For instance, did you know that it is easy to tell the difference between young Runner and French bean plants by observing whether they have visible cotyledons or not. [The cotyledon is the seed-leaf part, from which the bean plant's shoot emerges]. Runner beans leave their cotyledons underground and you therefore seldom see them, whereas French beans emerge with their cotyledons held up high.

These "Kew Blue" beans are French beans, and you can clearly see the cotyledons pushing up through the soil before releasing the shoot with its first pair of true leaves:-

These are Runner beans, so no cotyledons can be seen:-

Sometimes a bean plant comes up "blind" - in other words it's growing-point is absent, and it therefore won't develop properly and should be discarded. Here's an example:-

I can't explain the science behind it, but bean leaves can cleverly adapt their posture in reaction to sunlight and temperature. When the temperature is relatively warm, but not hot, the leaves lie horizontal in order to absorb heat from the sun, like this:-

When the sun gets too hot for comfort the leaves adopt an unright posture which exposes less of the surface to the sun's rays. This photo was taken in the early afternoon, and the bean leaves have folded up:-

When it is cooler, for instance at night-time, bean leaves often fold downwards, to conserve warmth, and they appear to be hunched up. I don't have a good photo of beans in this position; this is the best I can do:-

Another curious fact for you: Runner beans climb clockwise (when viewed from below), whereas almost all other beans climb anti-clockwise. Why? I don't think anyone knows!

My next "nugget" is the idea that pinching-out the growing tip of a climbing bean plant may be a good way of maximising its yield. The theory is that if you pinch out the main growing-point it diverts energy to the sideshoots, and you get two "pretty good" shoots instead of one very strong one, so this...

...becomes this:-

Personally, I'm not convinced by this. It may or may not work. My own observation is that if you have too many stems on a bean plant it may well get overcrowded, with too much foliage and end up producing a smaller yield than if you had just left it to grow naturally.

Does anyone else have any interesting facts about beans that they could tell us?

Friday 24 May 2019

More options for seed-sourcing

I mentioned the other day the poor response I had experienced concerning a sub-standard pack of tomato seeds. This has caused me to think again about where I (and you) should be buying seeds. I have often thought that the Big Name seed-merchants charge far too much for seeds, even the really common ones, and they frequently don't give you many seeds in their packets either. As for their Customer Service - well, it isn't always great...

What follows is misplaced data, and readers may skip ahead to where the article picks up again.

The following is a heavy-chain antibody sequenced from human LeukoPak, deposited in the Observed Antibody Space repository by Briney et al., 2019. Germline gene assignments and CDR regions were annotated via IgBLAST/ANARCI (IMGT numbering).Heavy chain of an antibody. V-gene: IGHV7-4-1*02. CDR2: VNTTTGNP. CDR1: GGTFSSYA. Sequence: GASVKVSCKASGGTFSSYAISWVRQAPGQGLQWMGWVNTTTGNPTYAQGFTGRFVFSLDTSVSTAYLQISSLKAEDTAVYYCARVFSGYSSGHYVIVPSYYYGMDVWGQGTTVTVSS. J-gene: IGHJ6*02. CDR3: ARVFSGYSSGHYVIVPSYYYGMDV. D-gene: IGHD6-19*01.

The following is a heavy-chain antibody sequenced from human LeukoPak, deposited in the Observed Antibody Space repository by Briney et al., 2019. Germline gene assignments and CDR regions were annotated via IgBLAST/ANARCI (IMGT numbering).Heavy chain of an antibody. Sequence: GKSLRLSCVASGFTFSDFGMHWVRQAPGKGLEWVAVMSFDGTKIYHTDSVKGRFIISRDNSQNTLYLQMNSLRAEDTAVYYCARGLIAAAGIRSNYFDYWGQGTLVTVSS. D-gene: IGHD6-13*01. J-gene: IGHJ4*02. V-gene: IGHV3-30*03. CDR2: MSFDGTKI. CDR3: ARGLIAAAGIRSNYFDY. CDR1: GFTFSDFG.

This week we did some shopping in a Lidl supermarket near us, which has recently undergone a refit and expansion. We don't often shop in Lidl, but I have to say I was impressed - particularly by the value for money of some of their offerings. Of course I had a good look at their vegetable seeds!

The seed packs are grouped into several different Price Codes, and those in the lowest bracket - PC1 - are priced at a mere 29p. This seems to me like excellent value. The number of seeds in a packet also seems pretty good. For instance, the pack of "Vorgebirgstrauben" cucumbers includes approximately 60 seeds, whereas a pack of something similar from one of the Big Names would probably have about 8. I'll see how the seeds perform before I commit myself, but I can see myself shopping for seeds at Lidl again.

When it comes to buying seeds, not all suppliers are equal.

You have probably seen me mention a few times having had seeds from Growseed. This is another company which offers excellent value for money. For instance, their fairly unusual "Malaga Violet" radishes are 99p a pack, and that's for approximately 500 seeds.

"Malaga Violet"

A pack of the bog-standard "French Breakfast" ones produced by Johnson's Seeds and sold at the usually keenly-priced Wilko's come in at £1.50 - that's to say half as much again!

If it's a large number of seeds you want, then the place to buy is Seeds of Italy, who sell the Franchi brand of seeds. Most of their packs include hundreds if not thousands of seeds. For example their "Flamboyant 3" radish offering (very similar to "French Breakfast") includes a nominal 2250 seeds, and still costs only £2.45. I think this is great value. I can also say for personal experience that whilst you might think no-one would ever want that many radish seeds, they do last for ages (at least 3 years, probably more), so one pack can last you for several seasons.

Some other good value seed-suppliers that I know of are:-
Seed Parade - packs start at 59p
Simply Seed - some packs at 89p
Real Seeds - they sell some of the more unusual stuff
Moreveg - check the quantities: "French Breakfast" radishes are 60p, but you only get 100 seeds

If you are into growing unusual beans, this is one for you: Beans and Herbs. I got these wonderful "Tunny" beans from there.

"Tunny" beans, aka Cow Peas

One other seed-supplier I want to mention is Iden Croft Herbs. Unsurprisingly, they specialise in selling herb seeds! Their nursey is not far from Sissinghurst, in Kent. It was from them that I was able to get real Greek Oregano a couple of years ago, when no-one else seemed to stock it.

Greek Oregano

I know there are loads of other good-value seed-suppliers out there, and I urge you to shop around and give them your custom. It doesn't make sense to always buy from the Big Names. The prices and customer service are often much better when you buy from a smaller company!